“Be perfect, as your heavenly Father is perfect”. Archbishop Savio HON Tai-Fai, SDB
The word “perfect” in Greek, “teleios” has the sense of going right to the end, fulfilment. Here we are talking about love. The perfection of love means allowing ourselves to be filled to the fullest by God’s presence. Allowing ourselves to be loved is a gift that in the end implies the “radical nature of the Gospel” to which our confreres and especially Chapter members, are, called to follow and to explore.
With regard to this I would like to offer a reflection on St Francis Xavier, a great missionary who came from the west to the east. We find in him a great example of being loved to the fullest by God. He spent his whole life as a missionary preaching the Gospel, first in India, then in Japan and then finally, wanting to go to China, he went as far as the island of Sancian, where he died and was temporarily buried.
In 2006, for the fifth centenary of his birth, I went with a group of pilgrims to venerate his tomb. We were unexpectedly given permission to celebrate Mass there. It was an occasion for great emotion. From the hill where he died you could see the province of Canton in the distance, separated by the sea that Xavier had long wanted to cross to China in if he had boat.
Many thoughts came to me in that sacred spot that I would now like to share with you by condensing them into an single abbreviation SOS, meaning, ‘sperare (hope), osare (dare), santificare (sanctify) (SOS).
Hope springs from a wise interpretation of the circumstances through which the Lord indicates his will for us and brings his plan for each one of us to completion. Xavier too had to follow this path. In fact his destination in India had not been envisaged: He was called to take the place of a Jesuit confrere who had suddenly fallen ill. St Ignatius made the request for Xavier to leave and then came his famous reply accepting his Superior’s command: "Pues, sus, hème aqui" (Well then, here I am).
On 15 March 1540 he left as the ambassador of King John III of Portugal, papal legate for Pope Paul III and superior of the missionary expedition. The farewell he gave his Father Ignatius allows us to understand how Xavier’s consecration to the mission would involve his entire life till the end. He wrote in a letter to St Ignatius: “I think we will not meet again in this world, except by letter; but in the other we will meet face to face with a great outpouring of friendship”. His certainty about the future, strengthened by his friendship with Ignatius, pervaded all of Xavier’s life and was a source of great hope for him.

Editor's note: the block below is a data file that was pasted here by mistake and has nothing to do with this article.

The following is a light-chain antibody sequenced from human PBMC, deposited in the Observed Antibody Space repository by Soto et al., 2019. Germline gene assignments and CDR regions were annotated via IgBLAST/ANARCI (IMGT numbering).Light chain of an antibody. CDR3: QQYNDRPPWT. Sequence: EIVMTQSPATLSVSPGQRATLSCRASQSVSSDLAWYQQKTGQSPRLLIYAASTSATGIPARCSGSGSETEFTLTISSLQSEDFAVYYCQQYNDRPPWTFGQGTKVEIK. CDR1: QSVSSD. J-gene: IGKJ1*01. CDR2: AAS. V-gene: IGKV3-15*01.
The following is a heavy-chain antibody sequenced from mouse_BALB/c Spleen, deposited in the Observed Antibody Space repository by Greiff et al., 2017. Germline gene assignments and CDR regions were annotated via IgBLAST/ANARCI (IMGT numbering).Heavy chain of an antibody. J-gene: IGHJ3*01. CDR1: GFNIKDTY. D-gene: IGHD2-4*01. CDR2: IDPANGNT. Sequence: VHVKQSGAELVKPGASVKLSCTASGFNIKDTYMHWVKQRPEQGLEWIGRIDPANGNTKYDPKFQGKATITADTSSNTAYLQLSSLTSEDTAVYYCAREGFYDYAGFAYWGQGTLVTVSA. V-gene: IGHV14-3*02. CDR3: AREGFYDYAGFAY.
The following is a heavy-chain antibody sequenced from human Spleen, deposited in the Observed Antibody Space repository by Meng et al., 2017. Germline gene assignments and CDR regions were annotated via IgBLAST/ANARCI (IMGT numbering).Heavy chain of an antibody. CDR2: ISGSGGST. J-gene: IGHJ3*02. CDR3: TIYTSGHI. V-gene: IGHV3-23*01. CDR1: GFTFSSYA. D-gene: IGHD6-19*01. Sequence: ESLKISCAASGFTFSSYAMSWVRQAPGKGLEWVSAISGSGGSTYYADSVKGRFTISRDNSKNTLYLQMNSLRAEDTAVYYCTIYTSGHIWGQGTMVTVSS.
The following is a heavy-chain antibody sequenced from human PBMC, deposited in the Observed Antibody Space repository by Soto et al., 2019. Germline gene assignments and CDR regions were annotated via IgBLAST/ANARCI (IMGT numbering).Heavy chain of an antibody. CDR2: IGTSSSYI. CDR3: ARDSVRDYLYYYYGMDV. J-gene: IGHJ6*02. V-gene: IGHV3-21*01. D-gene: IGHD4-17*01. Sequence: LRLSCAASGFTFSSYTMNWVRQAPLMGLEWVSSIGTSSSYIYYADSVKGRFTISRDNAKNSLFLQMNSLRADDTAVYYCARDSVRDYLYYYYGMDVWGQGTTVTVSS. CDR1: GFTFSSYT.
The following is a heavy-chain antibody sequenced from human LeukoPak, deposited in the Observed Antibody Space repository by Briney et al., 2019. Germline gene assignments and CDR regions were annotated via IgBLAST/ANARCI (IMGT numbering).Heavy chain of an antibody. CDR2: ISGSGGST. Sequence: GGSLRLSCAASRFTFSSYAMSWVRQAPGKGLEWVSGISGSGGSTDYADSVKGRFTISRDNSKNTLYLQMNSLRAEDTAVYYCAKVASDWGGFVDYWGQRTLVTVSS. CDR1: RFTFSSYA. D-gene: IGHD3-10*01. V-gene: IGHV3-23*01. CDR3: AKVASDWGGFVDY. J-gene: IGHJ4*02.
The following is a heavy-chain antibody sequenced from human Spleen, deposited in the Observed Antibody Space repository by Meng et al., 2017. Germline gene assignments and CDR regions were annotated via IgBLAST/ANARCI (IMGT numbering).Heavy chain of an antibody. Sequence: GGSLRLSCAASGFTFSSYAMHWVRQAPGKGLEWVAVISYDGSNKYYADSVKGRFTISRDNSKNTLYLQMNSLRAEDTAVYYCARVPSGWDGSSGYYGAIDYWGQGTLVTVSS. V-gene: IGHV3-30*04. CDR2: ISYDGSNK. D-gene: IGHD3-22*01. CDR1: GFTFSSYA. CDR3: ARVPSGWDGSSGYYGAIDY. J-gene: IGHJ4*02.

Hope transformed him into a true missionary. He had to go through the stages of cultural and spiritual evolution which led him to alter his missionary approach. Amongst the Paraveri, the fishermen caste in India, he applied a social charitable welfare approach to the poor; while in Japan he carried out his role as ambassador and papal legate in order to deal with the heads and elite in the country. Here he had to make a cultural leap. The Japanese asked him: "How could the religion of the Europeans be the true one if the Chinese know nothing about it?"
Even if he never succeeded in entering China, the seed bore fruit, hope was not disappointed. In 1552, the year the Saint died, Matteo Ricci was born, and thirty years later he reached China and was recognised as the “teacher from the West, Xitai” who taught not only science but also the Gospel.
Daring means having the courage to tackle something on your own, something that may be frightening, risky, difficult, or tough for whatever reason. Going on mission is always an adventure. The immense gap between the east and the west in all its aspects was insurmountable. St Francis, while knowing that, left for his mission in God’s name. At the heart of his apostolic activity was a burning trust in God. It was his evangelical audacity that drive him to spend time with lepers, visit prisoners, build colleges where young people could be educated and formed. He was able to combine preaching the Gospel and charity to the poor, salvation of souls and attention to individuals and their life circumstances. His tenacious daring became a missionary virtue, one that Don Bosco would call “work and temperance”.